The Seven Principles of the EC

In our view, seven key principles should guide the development of a European Model for takeovers. They stem from the principles of a modern European democracy applied by analogy to the micro world of corporations and takeovers.

  1. "Ownership Democracy": This means that majority (51%) should rule. There should exist mechanisms both for control and changes of control to ensure, for example, that defense measures are sanctioned by a majority.
  2. "Periodic Reendorsement of Control Restrictions": The possibility of self-imposing limitations/restrictions to control structures (agreement rights, preemptive rights, . . . ) should be available provided they are originally enacted, and periodically reendorsed, by a majority.
  3. "No Institutional Self-Control": Mechanisms whereby companies control themselves either directly (self-control) or indirectly (subsidiaries owning shares in parent, cross and circular ownership within same group) should be banned: they are unhealthy by definition .
  4. "Equal Opportunity for Shareholders": This principle ensures that all shareholders are treated fairly in that they all benefit from value creation either as recipients of dividends/stock appreciation or as stock sellers in a takeover bid....
  5. "Mutual Transparency ~ All stakeholders should be accountable to each other; specifically, full disclosure of management accounts, free access to shareholder lists, disclosure of shareholders agreements, percentage holdings above certain thresholds and the like should be common practice in all Member States.
  6. "No Internal EC-Discrimination": Executing a takeover in any of the Member States should be possible for any EC company under an "equal national treatment" principle.
  7. "Common Front to non-EC Countries ". As far as practicable, Member States should adopt a common policy vis-a-vis non-EC companies acquiring in the EC.

The United States and Britain are unusual in the industrialized world because public equity markets exist in which control over the listed companies can be acquired at an attractive price. In both countries, rules and governance norms have been developed to conform to the continuing existence of a market for the transfer of corporate control. As the European Community gains momentum, Britain must come to grips with the incompatibility of its governance structure with those of other Community members, where public markets involving access to corporate control do not exist. It now seems probable, for example, that its "takeover code," an immensely successful mechanism for coping with the potential for inequity in takeover situations, will be subsumed into a Community-wide requirement for formal legislation and a court-monitored system. Britain has to cope with the arithmetic of being in a unique situation, and part of the price it pays for membership in the Community will be loss of its distinctive governance institutions.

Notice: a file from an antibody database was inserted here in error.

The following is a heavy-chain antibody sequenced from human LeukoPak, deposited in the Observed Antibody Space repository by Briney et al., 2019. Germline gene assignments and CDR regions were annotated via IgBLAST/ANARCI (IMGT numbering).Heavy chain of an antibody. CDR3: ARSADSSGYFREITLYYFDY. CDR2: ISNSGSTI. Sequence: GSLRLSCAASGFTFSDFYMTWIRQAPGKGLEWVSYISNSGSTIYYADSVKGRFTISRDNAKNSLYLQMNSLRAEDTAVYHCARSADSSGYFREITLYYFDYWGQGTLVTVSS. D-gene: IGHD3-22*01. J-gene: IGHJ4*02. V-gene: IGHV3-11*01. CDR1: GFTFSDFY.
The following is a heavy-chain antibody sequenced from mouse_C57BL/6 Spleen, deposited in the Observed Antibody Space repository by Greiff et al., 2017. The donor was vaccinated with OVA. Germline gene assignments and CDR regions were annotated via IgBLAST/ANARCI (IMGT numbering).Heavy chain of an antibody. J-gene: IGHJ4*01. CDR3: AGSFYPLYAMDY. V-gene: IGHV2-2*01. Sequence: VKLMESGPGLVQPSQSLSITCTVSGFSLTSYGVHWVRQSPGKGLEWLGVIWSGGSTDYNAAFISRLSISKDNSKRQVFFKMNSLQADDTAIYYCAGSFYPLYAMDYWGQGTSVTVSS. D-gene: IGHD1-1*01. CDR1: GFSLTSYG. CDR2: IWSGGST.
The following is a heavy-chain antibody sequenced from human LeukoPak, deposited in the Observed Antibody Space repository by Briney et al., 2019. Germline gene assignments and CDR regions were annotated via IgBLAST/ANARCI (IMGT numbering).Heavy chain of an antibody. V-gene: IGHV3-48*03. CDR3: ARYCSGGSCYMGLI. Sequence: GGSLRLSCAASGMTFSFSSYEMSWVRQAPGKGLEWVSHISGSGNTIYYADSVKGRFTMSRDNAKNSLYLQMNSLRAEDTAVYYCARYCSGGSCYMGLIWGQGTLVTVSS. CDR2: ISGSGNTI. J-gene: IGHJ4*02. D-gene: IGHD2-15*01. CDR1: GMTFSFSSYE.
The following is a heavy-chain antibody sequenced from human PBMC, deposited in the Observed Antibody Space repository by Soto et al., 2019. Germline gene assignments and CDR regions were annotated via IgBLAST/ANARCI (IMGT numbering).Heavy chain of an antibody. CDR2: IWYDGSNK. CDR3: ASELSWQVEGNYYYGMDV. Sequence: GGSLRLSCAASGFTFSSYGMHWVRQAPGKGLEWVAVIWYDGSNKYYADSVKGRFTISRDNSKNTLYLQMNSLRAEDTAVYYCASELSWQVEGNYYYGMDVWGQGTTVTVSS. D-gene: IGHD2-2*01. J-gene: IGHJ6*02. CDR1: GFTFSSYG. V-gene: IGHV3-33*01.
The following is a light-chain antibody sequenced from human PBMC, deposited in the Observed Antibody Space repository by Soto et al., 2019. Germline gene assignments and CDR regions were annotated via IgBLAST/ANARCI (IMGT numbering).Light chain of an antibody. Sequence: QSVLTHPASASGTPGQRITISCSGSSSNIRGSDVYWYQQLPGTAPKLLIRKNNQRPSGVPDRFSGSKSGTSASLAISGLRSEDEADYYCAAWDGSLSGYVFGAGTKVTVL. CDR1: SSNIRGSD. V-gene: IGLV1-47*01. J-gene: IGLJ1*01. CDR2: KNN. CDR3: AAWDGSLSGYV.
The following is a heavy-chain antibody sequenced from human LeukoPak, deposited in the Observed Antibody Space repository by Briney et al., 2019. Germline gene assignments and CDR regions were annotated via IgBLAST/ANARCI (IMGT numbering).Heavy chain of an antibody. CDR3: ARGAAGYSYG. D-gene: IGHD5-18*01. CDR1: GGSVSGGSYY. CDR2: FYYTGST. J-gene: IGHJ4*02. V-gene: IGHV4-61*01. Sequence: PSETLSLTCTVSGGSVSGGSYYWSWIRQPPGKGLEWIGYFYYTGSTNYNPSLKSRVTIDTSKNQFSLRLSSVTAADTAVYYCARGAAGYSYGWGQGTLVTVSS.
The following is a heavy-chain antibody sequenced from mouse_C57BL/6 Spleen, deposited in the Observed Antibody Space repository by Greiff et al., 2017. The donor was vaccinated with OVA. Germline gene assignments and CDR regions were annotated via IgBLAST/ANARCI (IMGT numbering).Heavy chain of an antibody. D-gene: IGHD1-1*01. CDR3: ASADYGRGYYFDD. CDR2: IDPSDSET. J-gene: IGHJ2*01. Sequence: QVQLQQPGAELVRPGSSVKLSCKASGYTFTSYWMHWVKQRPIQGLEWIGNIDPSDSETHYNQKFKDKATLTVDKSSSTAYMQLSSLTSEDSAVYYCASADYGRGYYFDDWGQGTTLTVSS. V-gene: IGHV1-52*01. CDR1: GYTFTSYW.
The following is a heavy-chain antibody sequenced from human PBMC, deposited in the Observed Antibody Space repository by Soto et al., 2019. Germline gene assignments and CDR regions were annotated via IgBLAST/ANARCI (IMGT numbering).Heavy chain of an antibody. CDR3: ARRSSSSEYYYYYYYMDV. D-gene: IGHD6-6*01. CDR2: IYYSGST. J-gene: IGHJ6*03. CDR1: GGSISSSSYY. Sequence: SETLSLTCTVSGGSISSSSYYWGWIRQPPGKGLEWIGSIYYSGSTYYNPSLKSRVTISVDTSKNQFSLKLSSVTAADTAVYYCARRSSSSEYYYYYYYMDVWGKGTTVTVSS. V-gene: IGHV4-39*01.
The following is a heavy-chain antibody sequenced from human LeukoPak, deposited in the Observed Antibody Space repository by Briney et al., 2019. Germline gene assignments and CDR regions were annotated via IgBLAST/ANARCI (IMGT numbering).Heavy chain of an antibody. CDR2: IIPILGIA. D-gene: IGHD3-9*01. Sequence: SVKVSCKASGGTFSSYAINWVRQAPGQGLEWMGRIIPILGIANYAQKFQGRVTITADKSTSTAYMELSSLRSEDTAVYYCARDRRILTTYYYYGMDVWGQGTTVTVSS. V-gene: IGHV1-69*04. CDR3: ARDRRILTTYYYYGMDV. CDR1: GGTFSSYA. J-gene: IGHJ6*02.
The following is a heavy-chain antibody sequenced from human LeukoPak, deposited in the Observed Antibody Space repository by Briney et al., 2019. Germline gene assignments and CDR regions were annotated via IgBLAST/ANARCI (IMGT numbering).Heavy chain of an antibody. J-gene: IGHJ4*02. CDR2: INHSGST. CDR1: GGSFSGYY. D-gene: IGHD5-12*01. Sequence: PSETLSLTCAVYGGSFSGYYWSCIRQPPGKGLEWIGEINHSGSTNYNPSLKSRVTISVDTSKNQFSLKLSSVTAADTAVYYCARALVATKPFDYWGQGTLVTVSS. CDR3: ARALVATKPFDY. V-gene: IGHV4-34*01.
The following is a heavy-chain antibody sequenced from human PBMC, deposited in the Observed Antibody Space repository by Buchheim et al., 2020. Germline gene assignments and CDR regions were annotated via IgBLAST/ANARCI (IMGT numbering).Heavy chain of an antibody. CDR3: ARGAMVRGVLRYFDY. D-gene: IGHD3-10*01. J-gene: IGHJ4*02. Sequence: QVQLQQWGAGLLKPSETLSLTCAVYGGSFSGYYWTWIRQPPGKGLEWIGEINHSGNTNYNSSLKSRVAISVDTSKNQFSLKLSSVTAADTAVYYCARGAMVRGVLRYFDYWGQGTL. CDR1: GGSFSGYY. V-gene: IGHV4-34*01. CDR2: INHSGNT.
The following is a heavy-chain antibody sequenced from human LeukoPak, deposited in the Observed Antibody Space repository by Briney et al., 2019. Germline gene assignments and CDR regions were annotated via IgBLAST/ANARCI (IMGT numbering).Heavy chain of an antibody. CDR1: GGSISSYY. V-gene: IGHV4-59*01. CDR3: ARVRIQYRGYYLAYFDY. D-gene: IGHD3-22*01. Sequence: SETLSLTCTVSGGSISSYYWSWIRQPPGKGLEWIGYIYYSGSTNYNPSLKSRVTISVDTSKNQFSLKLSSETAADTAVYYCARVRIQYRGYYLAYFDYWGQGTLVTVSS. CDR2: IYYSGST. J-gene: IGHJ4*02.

Similarly, it is unlikely that the United States, in its ongoing negotiations with Japan concerning nontariff barriers to trade, will be able to change the keiretsu system by which dominant voting power is retained in the "nonpublic" corporate constituents. Both Britain and the United States are presently confronting the reality that all other significant industrialized countries, lacking a pattern of publicly accessible portions of corporate equity, will need to have a different system of ensuring the compatibility of corporate power and the public interest. This presents three choices: we will continue to be different, they will change to become more like us, or we will change to become more like them.

We cannot continue to be different. If we continue to live in a world where our currency and credit are relatively weak and control of our corporations can be acquired by anybody with enough money, we will quickly lose control over our industrial base. Our only protection would be recourse to political action; for example, the President could determine that a particular acquisition is contrary to the national interest. In turn, this would inevitably lead to erection of barriers elsewhere. Conceivably, as the post-World War II generation of corporate entrepreneurs dies and Japanese and German ownership patterns "mature," larger percentages of total share capital will be available in public markets. It does seem doubtful, however, that the significant percentage - in the range of 20 percent - held by the German banks and the Japanese keiretsu will disperse, at least so long as their governance practices continue to correlate with success in international competitiveness.

That leaves a choice between making them more like us or making ourselves more like them. There is no conclusive evidence as to which school of thought best serves the long-term interests of a democratic society. The German/Japanese model, where accountability is internal within a financial/industrial grouping, runs the risk of "inefficiency." Close ties between companies and financial and industrial affiliates raise questions of conflict of interest between equity holders and lenders on the one hand, and between equity holders and "group" members providing goods and services on the other. The involvement of banks as industrial operators can lead to an undesirable concentration of power.

The inefficiency of the system of accountability to public shareholders is documented throughout this book. What does seem to work, though, is accountability to a category of "permanent" shareholders, whether the public shareholders of the United Kingdom, the banks of Germany, or the cross-ownership of Japan. In the United States, the institutional investors, particularly the pension funds, can play that role.